Today is the First Sunday of Lent, and we begin with Jesus in the desert. The story seems a good place to start. Jesus spends 40 days in the desert, in fasting and prayer, to prepare for the start of his ministry. We, like the early church, spend the 40 days in preparation. It turns out being in the desert with Jesus is surprisingly dangerous. We’ll get there. But when I think of preparation these days I think of Shaun White. Maybe it’s a symptom of all the Olympics I’ve been watching…I don’t know if you, like me, have found yourself wishing that these snowstorms would have come later, so that we’d have an excuse to spend all day on our couches watching the Olympics, but Shaun White seems to me a bit like Jesus. Shaun pulled off an incredible trick on Wednesday, he calls it the Double McTwist and it involved flipping head over feet twice while spinning around 3 times. Shaun is able to make snowboarding look easy because he practices so much. Other snowboarders describe Shaun as a perfectionist. He will work on a trick over and over again until he has it just right.
So Jesus spends 40 days before he goes out into his ministry. Jesus spends time preparing, getting ready. New Christians in the first centuries of Christianity spent the forty days before Easter in preparation for baptism. The tradition grew, and now Christians all over the world spend Lent in preparation. We give up or take something on for Lent. We practice. This seems to make sense. Our practice mirrors Jesus’, but the desert is a more dangerous place than that.
We’re told Jesus goes to the desert “and was tempted by satan.” The center of our story today is not Jesus’ asceticism, but a story of temptation. The central test involves Jesus and satan looking out over all the kingdoms of the world. Satan tempts Jesus to rule over the world. What’s interesting about this temptation involves the world in which Jesus lived. Jews at the time of Jesus lived under Roman occupation, in the midst of Roman rule they remembered the stories of the prophets that told of the coming meshiac, the messiah, the anointed king who would overthrow all oppressors, and establish a kingdom. The messiah, the anointed king, would rule over the whole world from Jerusalem. Satan offers Jesus the opportunity to rule over it all, to behave the way people would expect a messiah to behave. Jesus was tempted to be what was expected.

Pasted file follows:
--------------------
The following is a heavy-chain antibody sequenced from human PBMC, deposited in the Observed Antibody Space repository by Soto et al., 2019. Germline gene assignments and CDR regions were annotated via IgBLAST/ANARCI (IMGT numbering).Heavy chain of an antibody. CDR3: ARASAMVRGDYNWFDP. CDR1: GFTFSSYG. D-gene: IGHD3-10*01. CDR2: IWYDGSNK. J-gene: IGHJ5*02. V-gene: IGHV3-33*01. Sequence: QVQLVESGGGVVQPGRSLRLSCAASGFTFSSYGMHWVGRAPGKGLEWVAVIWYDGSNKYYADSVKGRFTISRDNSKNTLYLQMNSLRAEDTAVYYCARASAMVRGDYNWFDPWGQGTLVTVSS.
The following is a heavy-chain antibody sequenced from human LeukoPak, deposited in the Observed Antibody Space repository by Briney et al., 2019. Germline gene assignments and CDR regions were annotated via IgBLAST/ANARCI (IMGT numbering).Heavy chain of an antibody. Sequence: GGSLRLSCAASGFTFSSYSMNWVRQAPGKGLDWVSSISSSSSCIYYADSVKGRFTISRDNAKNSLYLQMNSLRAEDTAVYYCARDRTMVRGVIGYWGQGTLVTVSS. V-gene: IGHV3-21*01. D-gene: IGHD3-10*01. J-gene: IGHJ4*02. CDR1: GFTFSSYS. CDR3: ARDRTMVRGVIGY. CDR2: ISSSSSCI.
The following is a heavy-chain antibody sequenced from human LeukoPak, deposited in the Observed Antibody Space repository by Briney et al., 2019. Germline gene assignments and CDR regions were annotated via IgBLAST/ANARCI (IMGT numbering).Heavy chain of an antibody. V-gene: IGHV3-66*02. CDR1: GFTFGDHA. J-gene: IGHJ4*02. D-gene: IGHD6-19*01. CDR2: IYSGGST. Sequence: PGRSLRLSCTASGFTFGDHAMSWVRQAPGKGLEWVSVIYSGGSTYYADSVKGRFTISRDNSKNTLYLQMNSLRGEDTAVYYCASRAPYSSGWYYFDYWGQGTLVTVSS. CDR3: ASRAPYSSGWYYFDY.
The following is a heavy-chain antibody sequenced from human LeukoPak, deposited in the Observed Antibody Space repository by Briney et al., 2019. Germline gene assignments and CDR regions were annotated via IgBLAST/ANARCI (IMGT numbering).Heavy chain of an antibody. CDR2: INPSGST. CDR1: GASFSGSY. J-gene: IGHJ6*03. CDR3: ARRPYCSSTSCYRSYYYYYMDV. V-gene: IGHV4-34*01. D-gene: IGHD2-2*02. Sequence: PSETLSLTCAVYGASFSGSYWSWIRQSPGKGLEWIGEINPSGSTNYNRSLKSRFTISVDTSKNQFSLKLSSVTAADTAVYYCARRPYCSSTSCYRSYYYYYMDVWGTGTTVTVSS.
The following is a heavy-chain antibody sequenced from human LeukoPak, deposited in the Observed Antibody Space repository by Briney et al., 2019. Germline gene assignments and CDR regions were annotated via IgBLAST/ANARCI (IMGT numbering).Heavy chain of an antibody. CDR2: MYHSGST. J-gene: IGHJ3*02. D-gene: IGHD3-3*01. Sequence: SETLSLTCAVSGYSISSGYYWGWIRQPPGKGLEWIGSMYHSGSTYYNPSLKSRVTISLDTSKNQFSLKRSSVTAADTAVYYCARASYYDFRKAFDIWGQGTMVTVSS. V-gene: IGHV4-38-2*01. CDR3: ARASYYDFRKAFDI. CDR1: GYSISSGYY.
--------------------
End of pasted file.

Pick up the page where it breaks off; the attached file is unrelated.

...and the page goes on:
At the start of Lent Jesus challenges us. Our world has plenty of sources of expectation for us. Our parents, our jobs, the economy, our constituents, Wall Street, Madison Avenue, everywhere you turn someone expects something of you. Practicing to meet those expectations isn’t enough. No Lenten discipline can prepare us for what we are called to be. In the face of expectation, Jesus surprises. Christianity is nothing if not a faith centered in surprise. Jesus was not the messiah that was expected. Jesus would not come to overthrow the Roman empire, but instead inaugurate a kingdom that we still struggle to realize today.
This is good news. It means that Lent is not at all about our ability to change ourselves. It is about God’s ability to change us. Fasting and prayer have no meaning in and of themselves. Lent is a time for preparation, for preparing a space for God to enter our lives, for preparing a space to be surprised. The rest of Luke’s Gospel tells the story of an altogether surprising messiah, a Jesus who defies expectations.
May this Lent help prepare us all for surprises, help us to be open to the surprising way God works in our world and in our lives.